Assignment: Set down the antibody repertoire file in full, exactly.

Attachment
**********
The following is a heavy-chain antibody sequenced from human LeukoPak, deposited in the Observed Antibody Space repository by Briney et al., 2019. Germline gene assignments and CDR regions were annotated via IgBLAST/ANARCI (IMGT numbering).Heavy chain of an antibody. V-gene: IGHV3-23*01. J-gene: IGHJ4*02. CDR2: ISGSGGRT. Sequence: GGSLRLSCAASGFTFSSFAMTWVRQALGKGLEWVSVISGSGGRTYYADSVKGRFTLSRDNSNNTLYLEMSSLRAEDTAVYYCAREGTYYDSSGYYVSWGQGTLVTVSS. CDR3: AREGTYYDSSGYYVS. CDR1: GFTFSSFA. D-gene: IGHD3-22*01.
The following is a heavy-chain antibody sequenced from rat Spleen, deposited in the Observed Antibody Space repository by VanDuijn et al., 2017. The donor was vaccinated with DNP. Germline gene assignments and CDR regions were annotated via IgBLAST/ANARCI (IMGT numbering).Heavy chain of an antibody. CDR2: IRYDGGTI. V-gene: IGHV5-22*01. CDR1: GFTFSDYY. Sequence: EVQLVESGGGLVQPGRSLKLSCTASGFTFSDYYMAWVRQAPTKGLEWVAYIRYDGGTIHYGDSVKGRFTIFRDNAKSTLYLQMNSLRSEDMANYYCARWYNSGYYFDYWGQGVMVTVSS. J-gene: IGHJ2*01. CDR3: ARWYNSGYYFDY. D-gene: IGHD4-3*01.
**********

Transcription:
The following is a heavy-chain antibody sequenced from human LeukoPak, deposited in the Observed Antibody Space repository by Briney et al., 2019. Germline gene assignments and CDR regions were annotated via IgBLAST/ANARCI (IMGT numbering).Heavy chain of an antibody. V-gene: IGHV3-23*01. J-gene: IGHJ4*02. CDR2: ISGSGGRT. Sequence: GGSLRLSCAASGFTFSSFAMTWVRQALGKGLEWVSVISGSGGRTYYADSVKGRFTLSRDNSNNTLYLEMSSLRAEDTAVYYCAREGTYYDSSGYYVSWGQGTLVTVSS. CDR3: AREGTYYDSSGYYVS. CDR1: GFTFSSFA. D-gene: IGHD3-22*01.
The following is a heavy-chain antibody sequenced from rat Spleen, deposited in the Observed Antibody Space repository by VanDuijn et al., 2017. The donor was vaccinated with DNP. Germline gene assignments and CDR regions were annotated via IgBLAST/ANARCI (IMGT numbering).Heavy chain of an antibody. CDR2: IRYDGGTI. V-gene: IGHV5-22*01. CDR1: GFTFSDYY. Sequence: EVQLVESGGGLVQPGRSLKLSCTASGFTFSDYYMAWVRQAPTKGLEWVAYIRYDGGTIHYGDSVKGRFTIFRDNAKSTLYLQMNSLRSEDMANYYCARWYNSGYYFDYWGQGVMVTVSS. J-gene: IGHJ2*01. CDR3: ARWYNSGYYFDY. D-gene: IGHD4-3*01.